Monthly Archives: February 2014

251 Birds

251 Birds: At Home on the Ferrisburgh Tundra

Larks and Buntings and Longspurs, Oh My!

Asher and Owen

A&O: Owen’s Birthday

Now up!

251 Birds

251 Birds: Grafton Village

No cheese, but Evening Grosbeaks!


Photography Preservation/Architecture

Inside the Moran Plant



251 Birds

251 Birds: Between the Vales

Intervale, Burlington.

Clouded Sulphur

251 Birds

Three New Posts at 251 Birds

Getting ahead of myself!

eBird Usage, 2012-2013

Bluets in Love

Other Flying Objects: Ebony Jewelwings

Ebony Jewelwing

251 Birds

Where the (e)Birders Are


2013 eBird Species by County

Asher and Owen

Fresh A&O: Midwinter

Over here:



Maarten Baas’ design studio outside Eindhoven is a pleasantly respectful conversion of a livestock barn.  It retains the basic elements that are often lost in barn adaptations- massing (that jerkinhead roof!), materials (brick and tile!), and–most critically–openings.  Most of the bad barn reuses that we encounter struggle to bring in light for the needs of humans without puncturing the walls and roof in insensitive ways.


Here they’ve kept the stable windows and entrances and maintained the hay door, which seems fundamental and simple but is frequently botched.  More creatively, though, they’ve solved the problem of lighting the hayloft by introducing a ribbon of skylights that spans nearly the length of the roof.  This simple choice has the dual effect of stressing the horizontality of the barn and maintaining a flat roof plane, impressions that are lost when dormers are used.  Most barn conversions are jarring because the existing form is defined by broad, flat surfaces.  When accommodations for new uses are made, the new elements can’t be hidden amongst a jumble of existing details.  A flush string of lights is an elegant design solution.  I’m not sure about the long-term maintenance though…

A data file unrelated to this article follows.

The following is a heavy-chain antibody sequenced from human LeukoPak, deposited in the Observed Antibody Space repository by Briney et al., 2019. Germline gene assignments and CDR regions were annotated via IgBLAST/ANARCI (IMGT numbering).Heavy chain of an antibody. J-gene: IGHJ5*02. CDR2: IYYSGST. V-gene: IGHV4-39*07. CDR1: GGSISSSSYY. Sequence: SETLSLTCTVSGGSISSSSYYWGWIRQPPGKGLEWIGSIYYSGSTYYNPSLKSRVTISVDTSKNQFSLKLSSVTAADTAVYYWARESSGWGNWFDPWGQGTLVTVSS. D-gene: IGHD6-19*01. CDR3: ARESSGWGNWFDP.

The whole article is short and worth a read.  Check out the grandfather/grandmother clocks!


Haven’t you always wanted to own a lighthouse?

Here’s a somewhat passive-aggressive press release from the Coast Guard about the Isle La Motte and Split Rock Tank-House Towers on Lake Champlain.  If you have thoughts on how these might be preserved or especially if you’re an NPO and interested in owning the Split Rock tower, there’s contact info at the bottom.

I’ve been to the Isle La Motte site.  It’s a quiet, winsome spot with incredible integrity of feeling.  If there’s a place to understand the history of navigation on Lake Champlain, this is it.  The tank-house tower is to the lighthouse behind it as a steel truss bridge is to a covered bridge- not as picturesque, maybe failing to capture the imagination of non-engineering nerds, but every bit as important to the story of transportation in Vermont.


Isle La Motte Tank-House Tower
Public Notice: Coast Guard Assessing
Plans for Lake Champlain Tank-House Towers
At Split Rock, NY, and Isle La Motte, VT

Boston – The Coast Guard is working with private property owners in Vermont
and New York to keep two Coast Guard-owned ‘tank-house’ aids to navigation
towers in place for historical preservation.

The towers, constructed of latticed angle-iron, are located at Split Rock, N.Y.,
and Isle La Motte, Vt., adjacent to privately-owned lighthouses.

In order to meet operational needs, Coast Guard operators are considering the
demolition or removal of these towers from federal property for the following
reasons: read more »